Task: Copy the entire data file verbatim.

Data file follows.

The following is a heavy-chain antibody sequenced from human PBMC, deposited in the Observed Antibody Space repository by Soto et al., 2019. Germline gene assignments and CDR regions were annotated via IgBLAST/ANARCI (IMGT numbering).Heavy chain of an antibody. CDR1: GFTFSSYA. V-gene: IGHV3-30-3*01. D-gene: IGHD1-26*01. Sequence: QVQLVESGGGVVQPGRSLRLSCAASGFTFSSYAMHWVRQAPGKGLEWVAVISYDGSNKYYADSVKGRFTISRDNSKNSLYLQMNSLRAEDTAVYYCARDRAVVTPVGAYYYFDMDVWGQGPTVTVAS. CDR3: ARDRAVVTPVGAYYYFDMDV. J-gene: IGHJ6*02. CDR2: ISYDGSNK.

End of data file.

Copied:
The following is a heavy-chain antibody sequenced from human PBMC, deposited in the Observed Antibody Space repository by Soto et al., 2019. Germline gene assignments and CDR regions were annotated via IgBLAST/ANARCI (IMGT numbering).Heavy chain of an antibody. CDR1: GFTFSSYA. V-gene: IGHV3-30-3*01. D-gene: IGHD1-26*01. Sequence: QVQLVESGGGVVQPGRSLRLSCAASGFTFSSYAMHWVRQAPGKGLEWVAVISYDGSNKYYADSVKGRFTISRDNSKNSLYLQMNSLRAEDTAVYYCARDRAVVTPVGAYYYFDMDVWGQGPTVTVAS. CDR3: ARDRAVVTPVGAYYYFDMDV. J-gene: IGHJ6*02. CDR2: ISYDGSNK.